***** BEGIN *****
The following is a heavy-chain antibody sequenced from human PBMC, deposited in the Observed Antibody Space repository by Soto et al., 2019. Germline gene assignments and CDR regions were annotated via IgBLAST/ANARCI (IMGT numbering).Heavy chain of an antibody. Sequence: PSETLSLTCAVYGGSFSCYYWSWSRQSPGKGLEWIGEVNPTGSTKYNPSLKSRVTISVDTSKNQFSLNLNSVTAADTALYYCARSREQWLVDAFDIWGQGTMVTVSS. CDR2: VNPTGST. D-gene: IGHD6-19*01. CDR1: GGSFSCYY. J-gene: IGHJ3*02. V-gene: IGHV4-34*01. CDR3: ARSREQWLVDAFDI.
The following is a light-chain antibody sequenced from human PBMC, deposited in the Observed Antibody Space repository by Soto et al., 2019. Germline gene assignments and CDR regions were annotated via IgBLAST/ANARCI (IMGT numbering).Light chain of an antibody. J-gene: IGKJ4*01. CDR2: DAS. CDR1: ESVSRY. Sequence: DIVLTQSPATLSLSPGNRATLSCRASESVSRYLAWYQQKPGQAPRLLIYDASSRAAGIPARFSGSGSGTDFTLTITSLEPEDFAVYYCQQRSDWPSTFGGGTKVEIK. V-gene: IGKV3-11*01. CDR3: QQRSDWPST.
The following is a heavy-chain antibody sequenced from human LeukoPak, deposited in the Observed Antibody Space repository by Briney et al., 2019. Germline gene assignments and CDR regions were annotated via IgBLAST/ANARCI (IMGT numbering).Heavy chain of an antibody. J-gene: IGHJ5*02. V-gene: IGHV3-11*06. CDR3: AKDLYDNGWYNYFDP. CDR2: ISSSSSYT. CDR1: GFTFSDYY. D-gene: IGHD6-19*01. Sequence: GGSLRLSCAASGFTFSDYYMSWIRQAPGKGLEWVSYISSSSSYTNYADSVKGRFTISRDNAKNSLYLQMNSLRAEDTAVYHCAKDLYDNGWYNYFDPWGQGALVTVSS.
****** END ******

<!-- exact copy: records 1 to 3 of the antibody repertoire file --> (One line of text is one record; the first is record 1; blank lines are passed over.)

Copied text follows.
The following is a heavy-chain antibody sequenced from human PBMC, deposited in the Observed Antibody Space repository by Soto et al., 2019. Germline gene assignments and CDR regions were annotated via IgBLAST/ANARCI (IMGT numbering).Heavy chain of an antibody. Sequence: PSETLSLTCAVYGGSFSCYYWSWSRQSPGKGLEWIGEVNPTGSTKYNPSLKSRVTISVDTSKNQFSLNLNSVTAADTALYYCARSREQWLVDAFDIWGQGTMVTVSS. CDR2: VNPTGST. D-gene: IGHD6-19*01. CDR1: GGSFSCYY. J-gene: IGHJ3*02. V-gene: IGHV4-34*01. CDR3: ARSREQWLVDAFDI.
The following is a light-chain antibody sequenced from human PBMC, deposited in the Observed Antibody Space repository by Soto et al., 2019. Germline gene assignments and CDR regions were annotated via IgBLAST/ANARCI (IMGT numbering).Light chain of an antibody. J-gene: IGKJ4*01. CDR2: DAS. CDR1: ESVSRY. Sequence: DIVLTQSPATLSLSPGNRATLSCRASESVSRYLAWYQQKPGQAPRLLIYDASSRAAGIPARFSGSGSGTDFTLTITSLEPEDFAVYYCQQRSDWPSTFGGGTKVEIK. V-gene: IGKV3-11*01. CDR3: QQRSDWPST.
The following is a heavy-chain antibody sequenced from human LeukoPak, deposited in the Observed Antibody Space repository by Briney et al., 2019. Germline gene assignments and CDR regions were annotated via IgBLAST/ANARCI (IMGT numbering).Heavy chain of an antibody. J-gene: IGHJ5*02. V-gene: IGHV3-11*06. CDR3: AKDLYDNGWYNYFDP. CDR2: ISSSSSYT. CDR1: GFTFSDYY. D-gene: IGHD6-19*01. Sequence: GGSLRLSCAASGFTFSDYYMSWIRQAPGKGLEWVSYISSSSSYTNYADSVKGRFTISRDNAKNSLYLQMNSLRAEDTAVYHCAKDLYDNGWYNYFDPWGQGALVTVSS.